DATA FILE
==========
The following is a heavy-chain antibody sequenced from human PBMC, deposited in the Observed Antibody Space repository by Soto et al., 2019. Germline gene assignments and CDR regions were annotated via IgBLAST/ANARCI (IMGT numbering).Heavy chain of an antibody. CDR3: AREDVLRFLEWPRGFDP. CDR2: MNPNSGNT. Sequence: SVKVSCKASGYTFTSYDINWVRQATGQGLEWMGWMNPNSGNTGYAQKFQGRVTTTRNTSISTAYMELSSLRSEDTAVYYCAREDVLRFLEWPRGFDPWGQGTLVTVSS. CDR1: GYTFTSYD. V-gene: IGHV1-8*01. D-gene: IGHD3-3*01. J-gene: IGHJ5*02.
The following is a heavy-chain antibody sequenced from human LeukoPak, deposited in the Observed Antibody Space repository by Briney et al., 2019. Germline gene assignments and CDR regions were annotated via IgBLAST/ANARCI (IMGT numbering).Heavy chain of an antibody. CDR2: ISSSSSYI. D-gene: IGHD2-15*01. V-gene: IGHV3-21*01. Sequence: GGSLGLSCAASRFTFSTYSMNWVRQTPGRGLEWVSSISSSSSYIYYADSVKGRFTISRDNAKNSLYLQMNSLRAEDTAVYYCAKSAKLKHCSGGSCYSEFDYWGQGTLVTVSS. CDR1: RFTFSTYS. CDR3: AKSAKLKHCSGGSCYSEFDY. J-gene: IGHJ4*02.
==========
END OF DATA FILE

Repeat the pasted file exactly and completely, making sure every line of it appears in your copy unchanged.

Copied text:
The following is a heavy-chain antibody sequenced from human PBMC, deposited in the Observed Antibody Space repository by Soto et al., 2019. Germline gene assignments and CDR regions were annotated via IgBLAST/ANARCI (IMGT numbering).Heavy chain of an antibody. CDR3: AREDVLRFLEWPRGFDP. CDR2: MNPNSGNT. Sequence: SVKVSCKASGYTFTSYDINWVRQATGQGLEWMGWMNPNSGNTGYAQKFQGRVTTTRNTSISTAYMELSSLRSEDTAVYYCAREDVLRFLEWPRGFDPWGQGTLVTVSS. CDR1: GYTFTSYD. V-gene: IGHV1-8*01. D-gene: IGHD3-3*01. J-gene: IGHJ5*02.
The following is a heavy-chain antibody sequenced from human LeukoPak, deposited in the Observed Antibody Space repository by Briney et al., 2019. Germline gene assignments and CDR regions were annotated via IgBLAST/ANARCI (IMGT numbering).Heavy chain of an antibody. CDR2: ISSSSSYI. D-gene: IGHD2-15*01. V-gene: IGHV3-21*01. Sequence: GGSLGLSCAASRFTFSTYSMNWVRQTPGRGLEWVSSISSSSSYIYYADSVKGRFTISRDNAKNSLYLQMNSLRAEDTAVYYCAKSAKLKHCSGGSCYSEFDYWGQGTLVTVSS. CDR1: RFTFSTYS. CDR3: AKSAKLKHCSGGSCYSEFDY. J-gene: IGHJ4*02.